Humans and Nature: The Sad Truth about the Relationship between Humans and Earth

Humans and Nature: The Sad Truth about the Relationship between Humans and Earth

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Since the shift into the Holocene era with the rise of sedentism throughout various millenniums across six continents to present day human ingenuity, respect and attention towards the site gradually declined as technologies advanced human capability and chances of survival. Digging deep in time back to the ancestral hunter-gathering tribes of southwestern France in the Caves of Lascaux, where the site was the structure itself, shifting towards the Anasazi of Mesa Verde who created a structure utilizing the site, finally ending with modern day commercial chain buildings stamped onto landscape with neither respect nor consideration of natural landform and the grim outlook for the city of New Orleans, these sites offer insight to the nulling of human reverence to Earth as technology replaces the necessity for natural provisions. Evolution among ideas and communities both on a communal and global scale show the rising ignorance of Earth throughout history. Although contemporary sites break from this shift towards a product over placement, the overall generalization of architecture must recognize this change to shed light for a future of reinvesting in the earth’s protection and prolonging of humanity.

Rewind the historical clock 19,000 years ago when anatomically correct, coherent humans first set out to alter the natural world’s many caverns and crevices such as in the Caves of Lascaux. In Paleolithic times when the formation of complex languages and cognitive skills replaced instinctive traits of nourishment, shelter, and procreation, so too did the formation of non-domestic ancestral sites. Archeologically, structures in prehistoric sites are either debunked as domestic or non-domestic, usually associating...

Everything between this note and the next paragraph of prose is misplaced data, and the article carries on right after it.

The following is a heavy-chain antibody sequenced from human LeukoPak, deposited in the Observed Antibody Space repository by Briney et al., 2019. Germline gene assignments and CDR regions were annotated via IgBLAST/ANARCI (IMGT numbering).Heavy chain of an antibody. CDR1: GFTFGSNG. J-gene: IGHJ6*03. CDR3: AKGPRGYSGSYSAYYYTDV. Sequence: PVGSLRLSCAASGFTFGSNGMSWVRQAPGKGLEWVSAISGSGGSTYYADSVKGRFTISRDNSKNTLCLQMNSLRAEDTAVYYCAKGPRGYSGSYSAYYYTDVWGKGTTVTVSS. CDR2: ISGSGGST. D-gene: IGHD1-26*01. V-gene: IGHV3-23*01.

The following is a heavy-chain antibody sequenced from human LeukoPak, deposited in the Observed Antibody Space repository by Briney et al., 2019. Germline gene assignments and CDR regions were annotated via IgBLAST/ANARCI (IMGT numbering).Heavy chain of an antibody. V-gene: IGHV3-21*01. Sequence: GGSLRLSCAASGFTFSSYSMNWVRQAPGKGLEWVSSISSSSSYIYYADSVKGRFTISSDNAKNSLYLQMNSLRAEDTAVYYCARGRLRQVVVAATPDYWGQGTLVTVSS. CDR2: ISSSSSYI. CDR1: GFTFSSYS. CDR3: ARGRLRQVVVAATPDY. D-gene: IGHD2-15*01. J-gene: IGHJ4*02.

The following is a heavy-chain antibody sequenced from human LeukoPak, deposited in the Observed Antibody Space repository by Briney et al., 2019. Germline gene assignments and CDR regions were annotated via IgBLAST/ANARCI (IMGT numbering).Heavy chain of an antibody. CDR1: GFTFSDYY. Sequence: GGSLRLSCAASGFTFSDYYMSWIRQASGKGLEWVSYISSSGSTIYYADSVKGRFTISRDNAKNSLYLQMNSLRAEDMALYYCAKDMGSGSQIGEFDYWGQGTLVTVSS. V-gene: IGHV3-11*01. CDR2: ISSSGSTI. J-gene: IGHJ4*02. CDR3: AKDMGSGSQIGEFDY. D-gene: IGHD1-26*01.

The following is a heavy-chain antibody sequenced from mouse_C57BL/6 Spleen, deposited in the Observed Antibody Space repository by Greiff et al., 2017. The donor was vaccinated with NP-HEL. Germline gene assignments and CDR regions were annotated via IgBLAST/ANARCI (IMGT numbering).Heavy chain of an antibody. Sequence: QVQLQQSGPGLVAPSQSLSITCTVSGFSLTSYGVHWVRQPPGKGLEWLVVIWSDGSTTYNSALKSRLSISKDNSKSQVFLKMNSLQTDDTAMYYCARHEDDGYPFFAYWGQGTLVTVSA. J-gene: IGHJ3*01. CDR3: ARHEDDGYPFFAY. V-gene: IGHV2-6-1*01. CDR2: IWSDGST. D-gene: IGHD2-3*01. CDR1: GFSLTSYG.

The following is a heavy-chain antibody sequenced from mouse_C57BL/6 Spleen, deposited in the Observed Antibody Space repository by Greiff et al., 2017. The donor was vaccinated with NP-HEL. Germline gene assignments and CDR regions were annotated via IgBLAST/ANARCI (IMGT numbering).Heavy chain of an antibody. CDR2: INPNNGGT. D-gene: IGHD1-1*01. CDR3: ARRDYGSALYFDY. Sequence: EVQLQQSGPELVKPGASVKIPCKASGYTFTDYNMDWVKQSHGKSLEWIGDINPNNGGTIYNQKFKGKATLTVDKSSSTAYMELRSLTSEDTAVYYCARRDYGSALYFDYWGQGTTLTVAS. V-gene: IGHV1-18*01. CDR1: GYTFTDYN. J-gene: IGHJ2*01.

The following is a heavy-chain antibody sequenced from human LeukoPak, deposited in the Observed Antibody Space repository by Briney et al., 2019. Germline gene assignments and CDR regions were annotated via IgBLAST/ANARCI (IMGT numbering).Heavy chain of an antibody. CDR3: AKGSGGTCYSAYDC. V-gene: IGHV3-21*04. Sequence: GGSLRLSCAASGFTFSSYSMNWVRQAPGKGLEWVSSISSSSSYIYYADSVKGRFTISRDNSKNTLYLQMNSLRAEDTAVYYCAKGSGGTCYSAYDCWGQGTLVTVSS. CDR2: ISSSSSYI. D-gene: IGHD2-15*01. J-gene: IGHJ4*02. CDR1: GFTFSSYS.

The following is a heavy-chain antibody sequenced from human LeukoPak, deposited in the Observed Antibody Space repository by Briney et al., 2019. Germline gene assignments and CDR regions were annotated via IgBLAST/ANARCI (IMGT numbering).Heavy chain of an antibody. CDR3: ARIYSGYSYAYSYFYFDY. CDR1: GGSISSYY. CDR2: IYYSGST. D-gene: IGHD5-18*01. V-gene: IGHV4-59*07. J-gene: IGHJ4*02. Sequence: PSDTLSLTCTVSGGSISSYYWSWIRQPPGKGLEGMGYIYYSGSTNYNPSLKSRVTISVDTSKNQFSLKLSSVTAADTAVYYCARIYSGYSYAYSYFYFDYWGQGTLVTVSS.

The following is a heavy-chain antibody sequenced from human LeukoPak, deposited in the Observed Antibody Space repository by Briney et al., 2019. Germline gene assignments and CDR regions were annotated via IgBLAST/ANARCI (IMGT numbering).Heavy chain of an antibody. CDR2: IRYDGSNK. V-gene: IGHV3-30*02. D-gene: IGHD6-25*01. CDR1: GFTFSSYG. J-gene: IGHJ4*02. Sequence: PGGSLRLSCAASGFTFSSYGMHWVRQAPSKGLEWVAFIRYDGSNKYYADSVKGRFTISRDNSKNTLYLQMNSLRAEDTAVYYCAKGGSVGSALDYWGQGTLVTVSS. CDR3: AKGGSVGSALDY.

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...history. Hurricane Katrina acts as a message to humanity across the globe, architecture must recognize this numbness and utilize the features of the Earth to rekindle light for a future within Earth’s protection and prolonging of humanity.

Works Cited

Ingersoll, Kostof. . World Architecture, A Cross-Cultural History. New York: Oxford University Press, USA, 2013. print.
Varien, M. . Sedentism and Mobility in a Social Landscape: Mesa Verde & Beyond. Arizona: The University of Arizona Press, USA, 1999. print.
Venturi et al. . LEARNING FROM LAS VEGAS: THE FORGO'rI'EN SYMBOUSM OF ARCHITECTURAL FORM. Massachusetts: The MIT Press, USA, 2013. print.
Williams, R. . Keywords, a vocabulary of culture and society. New York: Oxford University Press, USA, 1976. print.
1 The Citation referring to Brush and Turner comes from a cited source in Varien, M’s book.

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